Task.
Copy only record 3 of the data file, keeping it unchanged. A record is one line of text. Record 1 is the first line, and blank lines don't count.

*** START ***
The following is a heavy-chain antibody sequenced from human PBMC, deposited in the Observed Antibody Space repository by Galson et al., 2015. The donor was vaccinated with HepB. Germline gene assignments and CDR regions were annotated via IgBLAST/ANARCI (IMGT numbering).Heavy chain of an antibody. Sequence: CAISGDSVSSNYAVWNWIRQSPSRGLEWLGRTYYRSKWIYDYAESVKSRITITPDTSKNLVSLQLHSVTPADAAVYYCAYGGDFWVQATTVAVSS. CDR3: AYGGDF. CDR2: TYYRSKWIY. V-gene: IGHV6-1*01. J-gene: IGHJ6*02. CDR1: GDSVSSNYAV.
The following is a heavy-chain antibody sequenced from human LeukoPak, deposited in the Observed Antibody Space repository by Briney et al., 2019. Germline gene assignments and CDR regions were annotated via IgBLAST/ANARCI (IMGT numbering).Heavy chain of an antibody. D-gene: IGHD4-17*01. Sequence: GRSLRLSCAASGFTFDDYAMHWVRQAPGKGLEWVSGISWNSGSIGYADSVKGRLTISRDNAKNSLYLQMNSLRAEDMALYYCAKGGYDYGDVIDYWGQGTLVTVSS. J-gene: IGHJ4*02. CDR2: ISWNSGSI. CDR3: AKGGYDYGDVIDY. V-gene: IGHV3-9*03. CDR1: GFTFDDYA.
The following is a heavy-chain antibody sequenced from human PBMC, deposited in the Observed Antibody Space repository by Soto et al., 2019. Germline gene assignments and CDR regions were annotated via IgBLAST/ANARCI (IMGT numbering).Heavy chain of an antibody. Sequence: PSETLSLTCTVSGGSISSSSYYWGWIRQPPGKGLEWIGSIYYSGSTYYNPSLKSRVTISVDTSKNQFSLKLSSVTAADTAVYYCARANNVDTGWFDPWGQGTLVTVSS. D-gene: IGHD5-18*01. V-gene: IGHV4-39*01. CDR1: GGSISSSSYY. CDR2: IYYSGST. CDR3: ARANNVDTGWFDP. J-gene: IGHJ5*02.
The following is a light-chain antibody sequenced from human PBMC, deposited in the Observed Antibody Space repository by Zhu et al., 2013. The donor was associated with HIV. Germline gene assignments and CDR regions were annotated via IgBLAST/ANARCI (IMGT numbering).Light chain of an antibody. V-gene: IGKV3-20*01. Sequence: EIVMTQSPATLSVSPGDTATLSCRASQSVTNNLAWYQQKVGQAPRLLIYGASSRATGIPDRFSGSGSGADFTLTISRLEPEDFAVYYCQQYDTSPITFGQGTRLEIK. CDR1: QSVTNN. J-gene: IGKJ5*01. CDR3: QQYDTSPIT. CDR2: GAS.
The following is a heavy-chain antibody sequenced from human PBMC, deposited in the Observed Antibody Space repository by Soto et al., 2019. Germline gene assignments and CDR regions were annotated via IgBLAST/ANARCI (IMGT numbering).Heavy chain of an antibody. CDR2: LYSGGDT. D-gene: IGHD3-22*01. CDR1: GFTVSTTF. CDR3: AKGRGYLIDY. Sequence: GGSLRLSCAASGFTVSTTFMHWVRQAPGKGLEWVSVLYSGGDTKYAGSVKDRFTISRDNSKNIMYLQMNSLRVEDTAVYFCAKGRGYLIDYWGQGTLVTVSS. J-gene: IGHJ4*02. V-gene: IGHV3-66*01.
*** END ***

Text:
The following is a heavy-chain antibody sequenced from human PBMC, deposited in the Observed Antibody Space repository by Soto et al., 2019. Germline gene assignments and CDR regions were annotated via IgBLAST/ANARCI (IMGT numbering).Heavy chain of an antibody. Sequence: PSETLSLTCTVSGGSISSSSYYWGWIRQPPGKGLEWIGSIYYSGSTYYNPSLKSRVTISVDTSKNQFSLKLSSVTAADTAVYYCARANNVDTGWFDPWGQGTLVTVSS. D-gene: IGHD5-18*01. V-gene: IGHV4-39*01. CDR1: GGSISSSSYY. CDR2: IYYSGST. CDR3: ARANNVDTGWFDP. J-gene: IGHJ5*02.